Steve Jobs, the Xerox Alto, and computer typography

Steve Jobs gave an inspirational commencement address at Stanford in 2005. He described how his decision to drop out of college unexpectedly benefitted the Macintosh years later:

Reed College at that time offered perhaps the best calligraphy instruction in the country. [...] Because I had dropped out and didn’t have to take the normal classes, I decided to take a calligraphy class to learn how to do this. I learned about serif and sans serif typefaces, about varying the amount of space between different letter combinations, about what makes great typography great. It was beautiful, historical, artistically subtle in a way that science can’t capture, and I found it fascinating.

None of this had even a hope of any practical application in my life. But 10 years later, when we were designing the first Macintosh computer, it all came back to me. And we designed it all into the Mac. It was the first computer with beautiful typography. If I had never dropped in on that single course in college, the Mac would have never had multiple typefaces or proportionally spaced fonts. And since Windows just copied the Mac, it’s likely that no personal computer would have them. If I had never dropped out, I would have never dropped in on this calligraphy class, and personal computers might not have the wonderful typography that they do.

While this is an uplifting story about trusting in destiny, the real source of this computerized "wonderful typography" is the Xerox Alto computer, built by Xerox PARC in 1973. The Alto was a revolutionary system, one of the first to use a high-resolution bitmapped display, a GUI, and an optical mouse. The first WYSIWYG (What You See Is What You Get) text editor was created at Xerox PARC in 1974 by Charles Simonyi, Butler Lampson and other Xerox researchers. The Alto system supported many high-quality fonts, including proportionally spaced fonts with ligatures.1 Xerox PARC also invented the laser printer in 1971, allowing high-resolution documents to be printed.2

The Xerox Alto displaying Steve Job's commencement speech with fancy formatting in the Bravo editor. That's an old Macintosh 512K in the background.

The Xerox Alto displaying Steve Job's commencement speech with fancy formatting in the Bravo editor. That's an old Macintosh 512K in the background.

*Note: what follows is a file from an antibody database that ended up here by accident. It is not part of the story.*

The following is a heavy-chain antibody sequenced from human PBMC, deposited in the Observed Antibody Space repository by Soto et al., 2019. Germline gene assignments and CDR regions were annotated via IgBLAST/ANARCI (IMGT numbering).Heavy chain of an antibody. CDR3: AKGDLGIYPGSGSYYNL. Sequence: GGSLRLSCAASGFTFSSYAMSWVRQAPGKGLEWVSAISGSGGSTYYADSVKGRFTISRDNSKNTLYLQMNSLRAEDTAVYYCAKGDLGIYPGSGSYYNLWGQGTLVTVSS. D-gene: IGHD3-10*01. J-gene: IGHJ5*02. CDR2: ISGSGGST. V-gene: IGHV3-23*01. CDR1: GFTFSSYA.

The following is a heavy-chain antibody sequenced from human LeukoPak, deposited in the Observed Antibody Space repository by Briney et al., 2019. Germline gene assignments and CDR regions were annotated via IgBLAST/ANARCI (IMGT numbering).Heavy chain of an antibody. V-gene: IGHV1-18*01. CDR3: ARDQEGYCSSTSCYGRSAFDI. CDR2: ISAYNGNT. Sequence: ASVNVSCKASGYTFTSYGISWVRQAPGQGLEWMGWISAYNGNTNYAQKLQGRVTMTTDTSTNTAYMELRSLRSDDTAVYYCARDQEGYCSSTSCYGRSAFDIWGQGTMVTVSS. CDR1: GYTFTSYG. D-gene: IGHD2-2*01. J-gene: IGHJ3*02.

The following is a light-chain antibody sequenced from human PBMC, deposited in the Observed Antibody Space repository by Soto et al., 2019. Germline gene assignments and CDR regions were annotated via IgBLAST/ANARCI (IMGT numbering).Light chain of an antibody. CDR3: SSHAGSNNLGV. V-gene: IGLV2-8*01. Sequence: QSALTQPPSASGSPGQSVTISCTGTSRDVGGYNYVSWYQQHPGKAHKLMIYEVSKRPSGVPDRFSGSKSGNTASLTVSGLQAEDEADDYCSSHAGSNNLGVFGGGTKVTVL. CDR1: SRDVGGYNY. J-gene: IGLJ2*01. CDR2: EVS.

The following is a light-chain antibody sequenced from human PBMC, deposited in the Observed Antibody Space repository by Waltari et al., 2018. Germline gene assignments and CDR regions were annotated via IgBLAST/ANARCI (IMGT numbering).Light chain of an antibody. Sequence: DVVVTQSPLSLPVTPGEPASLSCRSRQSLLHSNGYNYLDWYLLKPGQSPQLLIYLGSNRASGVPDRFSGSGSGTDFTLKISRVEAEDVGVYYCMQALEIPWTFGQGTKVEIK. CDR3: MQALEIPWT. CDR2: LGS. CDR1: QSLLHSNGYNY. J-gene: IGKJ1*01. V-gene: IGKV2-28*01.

Xerox PARC used this software for its Alto documentation, producing high-quality printed manuals that mixed text and computer-generated drawings. The Alto User's Handbook (below), for example, combined nicely-formatted text with computer-generated drawings.6 Thus, by the time Steve Jobs founded Apple in 1976, Xerox had created a high-quality desktop publishing system. Steve Jobs' claim that the Mac (1984) was the first computer with beautiful typography is wrong by about a decade.

The Alto User's Handbook was created using the Alto's desktop publishing software, including Bravo and Draw. The closeup on the right shows how typography was combined with drawings.

The Alto User's Handbook was created using the Alto's desktop publishing software, including Bravo and Draw. The closeup on the right shows how typography was combined with drawings.

Steve Jobs famously visited Xerox PARC in 1979 and saw Xerox's GUI technology. The revolutionary systems he saw there inspired the direction for the Lisa and Macintosh. (This led Xerox to attempt to sue Apple in 1989 for copying its technology.) 5 Jobs later said about Xerox's GUI: "I thought it was the best thing I’d ever seen in my life. [...] And within – you know – ten minutes it was obvious to me that all computers would work like this some day." So although Steve Jobs claimed in his commencement speech, "If I had never dropped in on that single course in college, the Mac would have never had multiple typefaces or proportionally spaced fonts", the Xerox PARC visit appears to be the real source.7

Closeup of Steve Jobs' commencement speech in the Bravo editor on the Xerox Alto. This shows a few of the proportionally-spaced fonts available on the Alto. It also demonstrates centered and  justified text.

Closeup of Steve Jobs' commencement speech in the Bravo editor on the Xerox Alto. This shows a few of the proportionally-spaced fonts available on the Alto. It also demonstrates centered and justified text.

In his commencement address, Steve Jobs also claimed, "And since Windows just copied the Mac, it's likely that no personal computer would have [multiple typefaces or proportionally spaced fonts]." The ironic thing is that Microsoft Word was developed by Charles Simonyi, the same Simonyi who co-wrote Xerox's Bravo editor in 1973. Since the Macintosh came out in 1984, the accusation of copying is directed the wrong way. It's also absurd to claim that no other personal computer would have these features without Jobs, since the Alto had them years earlier.4

Conclusion